Saturday, May 10, 2003

IRAQI MUSEUM LOOTNG? NOT. (or at least, not exactly)

In the last five years alone, the Wizards have traded away Chris Webber, Rasheed Wallace, Ben Wallace and Richard Hamilton -- with a combined 23 playoff series appearances, and counting, since leaving the Wizards -- for players who have a combined zero playoff series appearances since arriving in DC, and all but one of whom is no longer with the team. (See details below.) In the same period the Wizards opened the window and threw out the first pick in the NBA draft. Every season, generally just after the season concludes, the Wizzies make an astonishing blunder. Summarily firing the most successful person in the history of their sport is just the latest astonishing blunder. This isn't out of character for the Wizards -- it's standard operating procedure

REFORM IN NORTH KOREA? "North Korea: 'Gigantic Change' and a Gigantic Chance" writes Ruediger Frank.
After detailed research on a truly outstanding ideological switch in the DPRK after 1998 and a quantitative analysis of the 2002 price reforms, I come to the conclusion that something remarkable is finally going on in terms of economic reforms in North Korea. This opens a narrow window of opportunity that shall not be missed.

And if the chance is missed?
A collapse of the DPRK attempts to reform could create yet another humanitarian catastrophe; it might result in increased and desperate attempts to make money by trading arms, drugs, falsified currency, and so forth. A failure of the proponents of an economic, i.e., civil attempt to ensure regime security and prosperity might result in effectively strengthening the role of the military in domestic politics and a greater likeliness of an armed conflict in the region. The latter would certainly mean the end of North Korea, but not one that anybody close to North East Asia favors since it contains too many incalculable risks.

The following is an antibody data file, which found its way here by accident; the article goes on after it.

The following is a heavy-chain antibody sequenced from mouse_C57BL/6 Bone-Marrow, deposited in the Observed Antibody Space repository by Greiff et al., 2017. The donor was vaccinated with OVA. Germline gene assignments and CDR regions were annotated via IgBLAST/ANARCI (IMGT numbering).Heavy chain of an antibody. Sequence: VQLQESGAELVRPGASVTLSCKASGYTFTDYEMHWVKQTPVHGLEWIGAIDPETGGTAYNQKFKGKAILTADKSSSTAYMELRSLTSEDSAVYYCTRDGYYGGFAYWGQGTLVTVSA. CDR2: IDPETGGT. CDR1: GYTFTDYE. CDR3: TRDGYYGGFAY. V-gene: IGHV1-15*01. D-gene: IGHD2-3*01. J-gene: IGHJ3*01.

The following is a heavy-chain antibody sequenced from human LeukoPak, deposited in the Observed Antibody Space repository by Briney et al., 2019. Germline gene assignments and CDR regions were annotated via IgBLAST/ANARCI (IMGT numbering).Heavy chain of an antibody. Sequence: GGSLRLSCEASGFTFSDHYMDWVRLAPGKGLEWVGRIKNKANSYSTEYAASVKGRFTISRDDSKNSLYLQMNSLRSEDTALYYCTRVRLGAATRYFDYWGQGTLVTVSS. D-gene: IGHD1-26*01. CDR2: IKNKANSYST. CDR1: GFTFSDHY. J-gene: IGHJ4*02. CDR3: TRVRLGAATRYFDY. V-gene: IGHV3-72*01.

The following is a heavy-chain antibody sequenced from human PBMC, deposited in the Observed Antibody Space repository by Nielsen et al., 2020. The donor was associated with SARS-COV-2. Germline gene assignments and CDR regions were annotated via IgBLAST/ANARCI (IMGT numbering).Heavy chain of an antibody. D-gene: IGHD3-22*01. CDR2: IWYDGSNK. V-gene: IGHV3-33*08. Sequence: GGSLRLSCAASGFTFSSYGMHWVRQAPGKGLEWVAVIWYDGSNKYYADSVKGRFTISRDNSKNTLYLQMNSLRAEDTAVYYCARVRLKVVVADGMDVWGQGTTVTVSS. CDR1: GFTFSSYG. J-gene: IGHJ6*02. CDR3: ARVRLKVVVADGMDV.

The Associated Press ("NORTH KOREAN ASYLUM SEEKERS ARRIVE IN SEOUL," Seoul, 05/09/03) reported that twelve DPRK who sought asylum at the ROK Embassy in Beijing arrived in Seoul on Friday, flying through Manila. The DPRK, all women aged 16 to 46, traveled through Xiamen, just opposite Taiwan on the PRC's southeastern coast, and made a brief stop in Manila before boarding a flight to the ROK. The defectors landed in Incheon airport just outside Seoul, all wearing masks to guard against SARS. They did not speak to journalists and were taken to a government facility for a debriefing. About 270 DPRK defected to the ROK in the first three months of the year, a 26 percent increase from the same period last year, according to South Korea. Most said they fled their communist homeland because of food shortages or political persecution.
These have become so commonplace as to note rate much media attention.

LONG TIME, NO BLOG. It has been one of those very busy end of semesters. Final exams and papers to grade; Papers to present, talks to give; trips to make; and on and on. And the world moves on.

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